August 25, 2016
Coastal Carolina’s amazing ride to the 2016 national championship was a wild one as the Chanticleers became the first team to win a title in its first trip to the College World Series since Minnesota 60 years ago.
While it took great hitting, defense and mental toughness to navigate the tough road to the title, one area few talked about was Coastal Carolina’s pitching which was fueled by the concept of Effective Velocity as orchestrated by one of the nation’s top pitching coaches, Drew Thomas.
It was a staff that was able to capture a Regional on the road at N.C. State, a Super Regional at Louisiana St. and then faced a gauntlet of powerhouse teams at the College World Series, including Florida, TCU, Texas Tech. and Arizona.
Thomas felt Effective Velocity was instrumental in Coastal Carolina becoming national champions as the staff lived and died by pitch calling sequences that were governed by this concept.
What is Effective Velocity? After 10 years of studying the timing of hitters, researcher Perry Husband found conclusive evidence in 2004 that pitching in certain locations and in certain sequences can give pitchers a dynamic edge.
Thomas, who just finished his 10th season at Coastal Carolina, gave Collegiate Baseball an in-depth look at why EV worked so well for Coastal Carolina pitchers during the 2016 season and particular the NCAA playoffs and how he learned all the nuances involved.
“I was intrigued with the concept of Effective Velocity and purchased Perry Husband’s first book which came out in 2004 (The Science of Effective Velocity). The information was excellent and I then purchased the other two books in the series as they came out (The Hitter’s Attention Theory and The Science of Pitch Sequencing).
“Then I took the Advanced Effective Velocity online course which gave me a deeper understanding of how I can utilize the concepts with my pitchers.
“It’s a very complex subject to be perfectly honest. There were a lot of things that I had to learn myself before I could teach those concepts to my players. With teaching kids about Effective Velocity, it is very individualized because it depends on the pitcher’s arsenal of pitches, movement of pitches, arm angles of pitches, the flight of pitches and deception.
“Another big area is what the pitcher’s control/command level is. That gets better when kids are with our program over a period of time. That showed during the past season. We had older guys who had been in our program and who could apply Effective Velocity.”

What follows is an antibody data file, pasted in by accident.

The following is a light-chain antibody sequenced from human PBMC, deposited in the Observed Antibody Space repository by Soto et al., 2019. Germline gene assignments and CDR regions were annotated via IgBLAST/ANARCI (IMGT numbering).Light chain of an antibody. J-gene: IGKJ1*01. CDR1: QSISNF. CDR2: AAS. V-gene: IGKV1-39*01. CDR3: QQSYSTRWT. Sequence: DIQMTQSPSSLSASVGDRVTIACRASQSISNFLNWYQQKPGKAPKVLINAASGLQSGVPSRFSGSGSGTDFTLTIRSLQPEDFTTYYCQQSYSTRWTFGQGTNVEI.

Thomas said the Advanced Effective Velocity online course was an important step in being able to teach his players.
“As humans, many are visual learners. When kids get to our school, we have them take a VAK Test so we can identify how each player learns in the most efficient way. We must find out if they learn better in visual, auditory or kinesthetic learning style models.
“Over the years, we have found that more of them are visual or kinesthetic and less and less auditory. So it does me no good as a pitching coach to sit up there and talk all the time. With Perry Husband’s Effective Velocity concepts, I can show each player how to implement it within our video system with the specific arsenal of pitches each one has.
“We changed how we did our bullpens so we could integrate EV. Our pitchers really bought into it.”
Thomas, who calls all pitches for his staff during games, explained how Effective Velocity concepts have helped him with pitch selection.
“It is absolutely vital that the pitcher on the mound and I are thinking along the same line with pitch selection. Our pitchers understand what is going on. They have a feel of what will be called and the reason behind this.
“It is important that pitch selection is settling with the pitcher on the mound. You don’t want him second guessing every pitch that is called.
To read more, purchase the Sept. 2, 2016 edition of Collegiate Baseball or subscribe by CLICKING HERE. The rest of the story includes information on how deception was accomplished, how Coastal Carolina charts EV, breaking down hitters, controlling contact, hitter’s attention to pitches, adding and subtracting speed, reverse engineering, functional movement screening, velocity improvement plan and improvement of the visual game, among other intriguing topics.